For me, another big reason is noise and heat! Especially heat.  Being able to utilize the network instead of a capture device often means you can place a second system in a different room, further away, and is generally less expensive with ethernet.  So now you only have one system generating heat in your office/studio/bedroom/place of gaming sessions, instead of 2.  Plus all your body heat! Yikes.  Ethernet cables also allow for more distance and tend to be cheaper than HDMI cables.  HDMI cables also have length constraints that need to be overcome with "active cables" that may or may not be good quality due to the manufacturing process and with the loose "standards" that define what is HDMI 1.5, 2.0, or whatever version.

 

Finally and more importantly than anything, it's all about options!  It's information for everyone to know that there are multiple ways to tackle a problem and find a solution that "you" can implement with the hardware, money, and use case that best fits.  After all, not everything is one size fits all.

Edited by spxlabs
  • Like 2
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@spxlabs Thanks for the reply!

 

- Totally agree that blog posts like this push other idea's, and makes people think further than their comfort zone. So for that, defo kudo's!

 

- Nvenc is not always great, totally agree. But its better than consuming 60% off a CPU. It would indeed be better to do the en/decoding through an GPU. But i geuss, if you don't have that option, it is a valid point.

 

- networking. It is a shame really that this subject isn't touched. In a typical homelab networking is basically key. I do agree it is a rabbit hole. But there-in also lays the problem. If this is not performed right and for say, you're streaming raw data to the server, it can actually tax the resources on your gaming rig more than when streaming locally. So i geuss this is more a followup advice for any1 seriously thinking about a solution like this. Please take networking seriously. Read up on it, before you crash your network and maybe even worse, the wife aggro when it goes down!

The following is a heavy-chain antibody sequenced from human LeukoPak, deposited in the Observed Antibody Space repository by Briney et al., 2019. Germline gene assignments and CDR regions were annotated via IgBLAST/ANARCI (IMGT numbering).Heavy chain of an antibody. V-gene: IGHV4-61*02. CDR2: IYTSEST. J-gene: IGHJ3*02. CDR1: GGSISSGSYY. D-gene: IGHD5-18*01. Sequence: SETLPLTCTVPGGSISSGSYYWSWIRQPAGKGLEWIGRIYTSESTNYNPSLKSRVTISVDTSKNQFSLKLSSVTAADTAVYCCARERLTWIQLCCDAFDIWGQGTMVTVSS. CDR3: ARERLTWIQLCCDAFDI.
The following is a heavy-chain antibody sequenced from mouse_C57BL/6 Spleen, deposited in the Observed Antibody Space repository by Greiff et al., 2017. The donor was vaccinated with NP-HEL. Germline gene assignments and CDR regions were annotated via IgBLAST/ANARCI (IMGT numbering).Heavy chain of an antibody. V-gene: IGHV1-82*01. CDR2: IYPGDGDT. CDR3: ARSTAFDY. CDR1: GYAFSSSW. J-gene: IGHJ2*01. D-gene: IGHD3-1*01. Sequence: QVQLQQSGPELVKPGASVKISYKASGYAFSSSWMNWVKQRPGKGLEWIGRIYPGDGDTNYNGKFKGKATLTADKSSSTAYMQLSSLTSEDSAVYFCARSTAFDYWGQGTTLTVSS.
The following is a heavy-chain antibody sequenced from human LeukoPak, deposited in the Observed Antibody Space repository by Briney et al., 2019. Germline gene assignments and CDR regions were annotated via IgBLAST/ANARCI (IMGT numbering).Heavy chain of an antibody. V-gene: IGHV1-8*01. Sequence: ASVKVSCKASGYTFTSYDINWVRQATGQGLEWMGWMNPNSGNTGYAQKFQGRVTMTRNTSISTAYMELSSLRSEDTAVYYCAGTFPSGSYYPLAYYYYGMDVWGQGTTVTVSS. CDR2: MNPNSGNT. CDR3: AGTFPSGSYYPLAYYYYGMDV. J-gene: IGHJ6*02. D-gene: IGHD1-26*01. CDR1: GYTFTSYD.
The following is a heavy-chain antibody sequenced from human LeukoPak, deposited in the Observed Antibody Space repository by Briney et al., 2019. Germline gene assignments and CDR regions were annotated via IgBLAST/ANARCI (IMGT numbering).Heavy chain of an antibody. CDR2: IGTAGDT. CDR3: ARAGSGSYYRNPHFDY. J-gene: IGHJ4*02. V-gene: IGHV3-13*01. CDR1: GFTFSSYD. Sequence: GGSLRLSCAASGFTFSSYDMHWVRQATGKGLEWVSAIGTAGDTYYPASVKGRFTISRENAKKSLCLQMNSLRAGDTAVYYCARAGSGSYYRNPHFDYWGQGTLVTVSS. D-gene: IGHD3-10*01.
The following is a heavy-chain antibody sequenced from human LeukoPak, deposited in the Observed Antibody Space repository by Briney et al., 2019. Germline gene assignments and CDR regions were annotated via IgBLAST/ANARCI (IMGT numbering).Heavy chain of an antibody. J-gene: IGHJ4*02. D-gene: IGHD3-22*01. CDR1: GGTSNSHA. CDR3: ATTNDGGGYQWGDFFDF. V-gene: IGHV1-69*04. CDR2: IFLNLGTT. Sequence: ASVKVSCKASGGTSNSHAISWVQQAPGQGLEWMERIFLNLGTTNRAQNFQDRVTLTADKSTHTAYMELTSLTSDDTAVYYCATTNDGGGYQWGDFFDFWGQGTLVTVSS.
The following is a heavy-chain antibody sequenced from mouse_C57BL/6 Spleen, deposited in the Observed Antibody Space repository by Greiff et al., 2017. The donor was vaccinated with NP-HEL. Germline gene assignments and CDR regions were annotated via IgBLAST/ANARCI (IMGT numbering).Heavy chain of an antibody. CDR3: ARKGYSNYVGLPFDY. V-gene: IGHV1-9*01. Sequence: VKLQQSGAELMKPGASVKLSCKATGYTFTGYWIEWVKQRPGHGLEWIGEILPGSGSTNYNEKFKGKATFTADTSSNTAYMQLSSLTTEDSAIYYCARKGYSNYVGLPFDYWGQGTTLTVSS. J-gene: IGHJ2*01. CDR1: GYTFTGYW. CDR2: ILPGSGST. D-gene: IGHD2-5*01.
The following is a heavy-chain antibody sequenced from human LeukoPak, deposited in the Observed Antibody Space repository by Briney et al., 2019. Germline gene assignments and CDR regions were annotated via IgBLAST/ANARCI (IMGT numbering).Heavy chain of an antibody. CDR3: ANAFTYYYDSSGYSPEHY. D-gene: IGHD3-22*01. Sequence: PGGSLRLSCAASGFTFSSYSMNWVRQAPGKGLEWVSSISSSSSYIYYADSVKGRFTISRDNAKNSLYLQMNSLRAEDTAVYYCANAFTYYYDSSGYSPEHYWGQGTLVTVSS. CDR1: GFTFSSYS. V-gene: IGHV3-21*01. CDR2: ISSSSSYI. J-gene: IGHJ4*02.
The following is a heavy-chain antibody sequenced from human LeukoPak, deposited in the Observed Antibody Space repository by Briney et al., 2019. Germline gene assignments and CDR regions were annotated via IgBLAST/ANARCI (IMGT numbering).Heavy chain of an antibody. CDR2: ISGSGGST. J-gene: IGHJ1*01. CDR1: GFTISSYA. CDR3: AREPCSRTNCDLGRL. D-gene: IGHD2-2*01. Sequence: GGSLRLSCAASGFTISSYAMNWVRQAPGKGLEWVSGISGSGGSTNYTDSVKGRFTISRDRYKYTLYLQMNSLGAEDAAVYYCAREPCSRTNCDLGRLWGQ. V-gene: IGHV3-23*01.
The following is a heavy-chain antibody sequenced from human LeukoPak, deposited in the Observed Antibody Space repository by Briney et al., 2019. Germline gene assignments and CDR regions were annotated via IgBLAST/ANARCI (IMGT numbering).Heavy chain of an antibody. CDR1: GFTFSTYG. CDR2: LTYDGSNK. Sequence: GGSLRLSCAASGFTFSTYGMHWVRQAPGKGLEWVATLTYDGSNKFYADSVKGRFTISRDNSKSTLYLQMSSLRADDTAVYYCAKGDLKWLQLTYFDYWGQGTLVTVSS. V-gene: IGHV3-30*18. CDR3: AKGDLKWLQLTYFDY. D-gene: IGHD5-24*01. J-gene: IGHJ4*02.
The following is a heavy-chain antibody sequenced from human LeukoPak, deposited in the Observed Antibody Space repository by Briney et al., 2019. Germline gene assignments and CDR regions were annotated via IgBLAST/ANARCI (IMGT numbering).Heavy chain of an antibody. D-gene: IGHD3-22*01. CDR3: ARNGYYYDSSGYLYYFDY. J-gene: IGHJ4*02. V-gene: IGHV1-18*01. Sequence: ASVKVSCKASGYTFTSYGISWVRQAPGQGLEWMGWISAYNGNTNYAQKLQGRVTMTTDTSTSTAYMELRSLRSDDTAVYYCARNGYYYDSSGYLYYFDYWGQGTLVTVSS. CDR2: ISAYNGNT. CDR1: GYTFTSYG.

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@Caennanu

 

Oops, sorry I did gloss over the CPU usage lol my bad.  It is definitely not ideal to use that much CPU especially if your system is pulling double triple duty with other services yikes.  There should definitely be a caveat in the blog post or a blurb or something mentioning that YMMV and recommending GPU encoding whenever possible.  Or quick sync at the very least.

 

So, you bring up something I never really considered and that is how a setup like this would affect others on the network.  You got me thinking about a much more casual crowd of folks that may not have similar "pro-sumer/business/enterprise" equipment like I do at home, so the worry of over taxing never crossed my mind.  While I can't update this blog post on Unraids' website, I can update it on mine and in the future for similar projects give a warning for side effects that may occur.  lol I've definitely annoyed the wife pretty often with all the tinkering I've done on our home network so this really rings true to me.